Spring migration is in full swing in New Mexico. Thousands upon thousands of birds migrate through our state each spring and fall. In our area, migrating birds follow the Central Flyway, using the Rio Grande and the Rocky Mountains to guide their north and south travels. Many birds migrate at night, some species using the stars to navigate by.

A Wilson’s Warbler visited our yard last fall as it migrated from its breeding grounds in the Pacific Northwest and Canada to its winter grounds in southern Mexico and Central America.

Unfortunately, lights distract and disorient night-flying birds. There are too many stories of migrating flocks slamming into well-lit buildings, many of the birds succumbing to their injuries. We can help migrating birds safely pass through our area by reducing our own lighting.

The lights of Santa Fe and nearby communities reflect off low clouds, lighting up the sky for miles around.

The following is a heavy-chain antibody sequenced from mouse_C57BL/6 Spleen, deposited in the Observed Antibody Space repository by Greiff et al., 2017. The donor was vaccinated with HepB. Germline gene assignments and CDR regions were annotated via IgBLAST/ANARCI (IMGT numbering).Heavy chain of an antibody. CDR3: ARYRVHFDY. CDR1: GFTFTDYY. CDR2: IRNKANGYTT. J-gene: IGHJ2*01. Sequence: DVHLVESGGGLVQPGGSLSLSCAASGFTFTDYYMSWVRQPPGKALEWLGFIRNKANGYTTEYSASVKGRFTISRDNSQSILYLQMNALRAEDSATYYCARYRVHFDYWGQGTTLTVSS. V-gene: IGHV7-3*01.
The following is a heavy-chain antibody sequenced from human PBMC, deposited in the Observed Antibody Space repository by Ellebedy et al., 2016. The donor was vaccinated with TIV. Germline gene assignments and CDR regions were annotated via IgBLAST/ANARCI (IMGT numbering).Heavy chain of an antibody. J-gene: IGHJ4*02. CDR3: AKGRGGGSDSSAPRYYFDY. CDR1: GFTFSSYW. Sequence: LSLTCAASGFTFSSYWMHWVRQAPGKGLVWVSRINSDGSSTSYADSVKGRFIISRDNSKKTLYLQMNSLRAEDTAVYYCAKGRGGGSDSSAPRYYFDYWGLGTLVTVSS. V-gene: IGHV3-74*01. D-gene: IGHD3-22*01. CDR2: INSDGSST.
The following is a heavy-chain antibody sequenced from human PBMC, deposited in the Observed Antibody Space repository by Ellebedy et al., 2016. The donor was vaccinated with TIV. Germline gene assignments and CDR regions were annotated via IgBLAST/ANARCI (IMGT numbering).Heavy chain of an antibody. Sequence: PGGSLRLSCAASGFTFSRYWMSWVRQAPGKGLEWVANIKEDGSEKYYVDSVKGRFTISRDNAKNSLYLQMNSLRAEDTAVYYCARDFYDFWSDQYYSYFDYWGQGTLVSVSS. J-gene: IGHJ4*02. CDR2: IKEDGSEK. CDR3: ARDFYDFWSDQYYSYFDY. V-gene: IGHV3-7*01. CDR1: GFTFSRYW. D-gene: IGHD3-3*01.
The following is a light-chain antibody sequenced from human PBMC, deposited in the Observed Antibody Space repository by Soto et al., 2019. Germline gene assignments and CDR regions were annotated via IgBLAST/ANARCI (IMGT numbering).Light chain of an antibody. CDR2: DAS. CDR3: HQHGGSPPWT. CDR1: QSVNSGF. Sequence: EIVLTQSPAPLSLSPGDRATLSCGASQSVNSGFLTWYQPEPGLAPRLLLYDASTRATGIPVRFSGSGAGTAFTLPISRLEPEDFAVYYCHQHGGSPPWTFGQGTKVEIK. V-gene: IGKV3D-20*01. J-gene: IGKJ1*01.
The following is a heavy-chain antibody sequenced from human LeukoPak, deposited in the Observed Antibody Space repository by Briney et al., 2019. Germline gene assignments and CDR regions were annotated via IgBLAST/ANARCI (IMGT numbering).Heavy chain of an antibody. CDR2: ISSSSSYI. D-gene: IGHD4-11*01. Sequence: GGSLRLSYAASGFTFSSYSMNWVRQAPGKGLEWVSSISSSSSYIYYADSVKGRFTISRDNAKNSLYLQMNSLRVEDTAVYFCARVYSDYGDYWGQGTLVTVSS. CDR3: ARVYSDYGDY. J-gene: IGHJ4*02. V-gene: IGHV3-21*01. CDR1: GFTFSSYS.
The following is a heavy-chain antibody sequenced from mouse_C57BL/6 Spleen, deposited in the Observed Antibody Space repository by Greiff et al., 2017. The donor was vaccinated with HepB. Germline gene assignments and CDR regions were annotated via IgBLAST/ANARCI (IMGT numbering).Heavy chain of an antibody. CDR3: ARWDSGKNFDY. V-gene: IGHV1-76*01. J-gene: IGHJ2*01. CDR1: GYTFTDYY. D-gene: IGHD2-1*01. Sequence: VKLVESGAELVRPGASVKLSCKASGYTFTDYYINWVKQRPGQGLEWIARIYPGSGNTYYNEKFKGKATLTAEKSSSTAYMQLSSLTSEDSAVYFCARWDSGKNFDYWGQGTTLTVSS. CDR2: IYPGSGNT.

While change is difficult, it’s not impossible. Below is a link to a story published on cnn.com this week, describing efforts by people in downtown Philadelphia to reduce the danger to migrating birds in their area. It’s worth a moment to read.


A photo in today’s Philadelphia Enquirer shows a few of the estimated 1,500 birds that flew into a well-lit skyscraper.

We don’t have any tall buildings in the Santa Fe area (there are three five-story hotels and two four-story hotels), but we have plenty of disorienting lights to confuse migrators.

Our beautiful, unshielded holiday lights go on right after Thanksgiving, while fall migration is still in progress. Turning off lights earlier in the evening can help night migrators safely pass through our area.

While our buildings are low, our town is sandwiched between the Rio Grande to the west and the base of the Rocky Mountains immediately east, so our lights can still disorient migrating birds who can crash into natural obstacles.

The lights of the Santa Fe area create a light dome (left of center) that can disorient birds migrating at night. The Rio Grande is in the distance at the far left; the Rocky Mountains can be seen on the right.

Keeping unnecessary lights off or turning them off early can help our feathered friends safely migrate. By working together, we can reduce our cumulative light footprint and provide a measure of safety to the thousands of migrating birds that pass overhead and visit our yards.